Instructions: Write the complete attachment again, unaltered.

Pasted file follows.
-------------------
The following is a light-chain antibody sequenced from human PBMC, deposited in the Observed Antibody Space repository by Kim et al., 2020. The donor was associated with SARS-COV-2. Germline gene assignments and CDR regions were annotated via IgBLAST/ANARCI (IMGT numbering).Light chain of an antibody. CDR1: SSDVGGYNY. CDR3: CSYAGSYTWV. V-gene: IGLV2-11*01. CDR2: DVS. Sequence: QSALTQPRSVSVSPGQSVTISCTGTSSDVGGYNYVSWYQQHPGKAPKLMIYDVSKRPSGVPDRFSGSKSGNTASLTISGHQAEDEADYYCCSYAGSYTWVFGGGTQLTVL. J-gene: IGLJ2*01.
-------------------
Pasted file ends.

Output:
The following is a light-chain antibody sequenced from human PBMC, deposited in the Observed Antibody Space repository by Kim et al., 2020. The donor was associated with SARS-COV-2. Germline gene assignments and CDR regions were annotated via IgBLAST/ANARCI (IMGT numbering).Light chain of an antibody. CDR1: SSDVGGYNY. CDR3: CSYAGSYTWV. V-gene: IGLV2-11*01. CDR2: DVS. Sequence: QSALTQPRSVSVSPGQSVTISCTGTSSDVGGYNYVSWYQQHPGKAPKLMIYDVSKRPSGVPDRFSGSKSGNTASLTISGHQAEDEADYYCCSYAGSYTWVFGGGTQLTVL. J-gene: IGLJ2*01.